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Study suggests fear of retaliation is justified

by | Aug 17, 2021 | Employees' Rights |

Employment laws say workers must receive fair treatment from their employers. The Equal Employment Opportunity Commission (EEOC) enforces U.S. laws against discrimination. However, a survey of more than 600,000 discrimination cases found that 63 percent of those who filed complaints against their employers lost their jobs.

Concerning trends in terminations persist

While “63 percent” is the headline number, other trends appear, including:

  • 67 percent of workers lost their jobs after filing a disability discrimination claim
  • 40 percent of workers experienced verbal harassment or were passed over for promotions after filing a claim
  • 46 percent of those filing sex discrimination complaints faced further discrimination

These are eye-popping figures considering that the entire point of the EEOC is to enforce employment laws and protect workers.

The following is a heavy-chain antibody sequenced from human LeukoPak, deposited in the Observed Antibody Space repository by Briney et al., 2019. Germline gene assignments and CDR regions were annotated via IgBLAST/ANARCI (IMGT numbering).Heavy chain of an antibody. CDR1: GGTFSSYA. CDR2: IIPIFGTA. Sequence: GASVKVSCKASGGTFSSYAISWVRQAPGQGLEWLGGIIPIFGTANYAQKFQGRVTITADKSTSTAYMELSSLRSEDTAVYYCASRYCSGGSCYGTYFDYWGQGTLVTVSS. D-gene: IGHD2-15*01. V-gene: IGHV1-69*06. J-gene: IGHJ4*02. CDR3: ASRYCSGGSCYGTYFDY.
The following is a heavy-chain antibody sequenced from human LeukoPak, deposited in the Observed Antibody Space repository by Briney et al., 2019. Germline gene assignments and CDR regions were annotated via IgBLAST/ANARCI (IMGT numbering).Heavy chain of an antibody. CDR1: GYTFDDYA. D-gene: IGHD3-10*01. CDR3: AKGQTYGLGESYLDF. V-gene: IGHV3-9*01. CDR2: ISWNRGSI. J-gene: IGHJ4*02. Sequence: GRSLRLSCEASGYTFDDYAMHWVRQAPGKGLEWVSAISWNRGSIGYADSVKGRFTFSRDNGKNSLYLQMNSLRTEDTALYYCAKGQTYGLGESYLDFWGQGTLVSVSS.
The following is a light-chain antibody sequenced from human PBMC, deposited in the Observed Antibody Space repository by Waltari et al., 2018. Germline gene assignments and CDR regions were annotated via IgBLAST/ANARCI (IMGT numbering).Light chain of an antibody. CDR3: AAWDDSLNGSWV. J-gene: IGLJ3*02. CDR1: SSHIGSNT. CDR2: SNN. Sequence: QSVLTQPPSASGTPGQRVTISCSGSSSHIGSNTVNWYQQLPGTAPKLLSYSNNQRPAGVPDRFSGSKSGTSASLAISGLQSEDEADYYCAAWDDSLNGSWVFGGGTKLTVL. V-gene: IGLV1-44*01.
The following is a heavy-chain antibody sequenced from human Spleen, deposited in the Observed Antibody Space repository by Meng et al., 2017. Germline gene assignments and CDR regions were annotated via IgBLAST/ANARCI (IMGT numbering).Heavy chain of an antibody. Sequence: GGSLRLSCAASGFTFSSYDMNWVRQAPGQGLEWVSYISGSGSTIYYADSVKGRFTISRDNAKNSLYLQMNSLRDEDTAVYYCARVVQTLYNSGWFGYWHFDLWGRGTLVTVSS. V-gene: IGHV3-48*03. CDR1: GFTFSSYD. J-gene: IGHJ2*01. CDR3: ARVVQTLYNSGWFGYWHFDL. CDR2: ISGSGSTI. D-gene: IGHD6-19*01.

Where are the retaliation lawsuits?

Even though the law forbids discrimination and retaliation, it is up to individuals to pursue their rights. There is no watchdog agency or proactive investigation. If a person feels they lost their job due as “payback” for a discrimination filing, they would have to file a lawsuit.

Additionally, there is no guarantee that a follow-up retaliation lawsuit would be successful. It is possible the firing was a result of their initial complaint. It is also possible the firing was not connected to the complaint. It is easy to see why someone would be reluctant to pursue a retaliation lawsuit.

Retaliation is actionable

The report theorizes the high number of retaliatory firings are the reason that EEOC filings have trended downwards. However, for those who have faced discrimination and stood up for themselves, the law offers protection.


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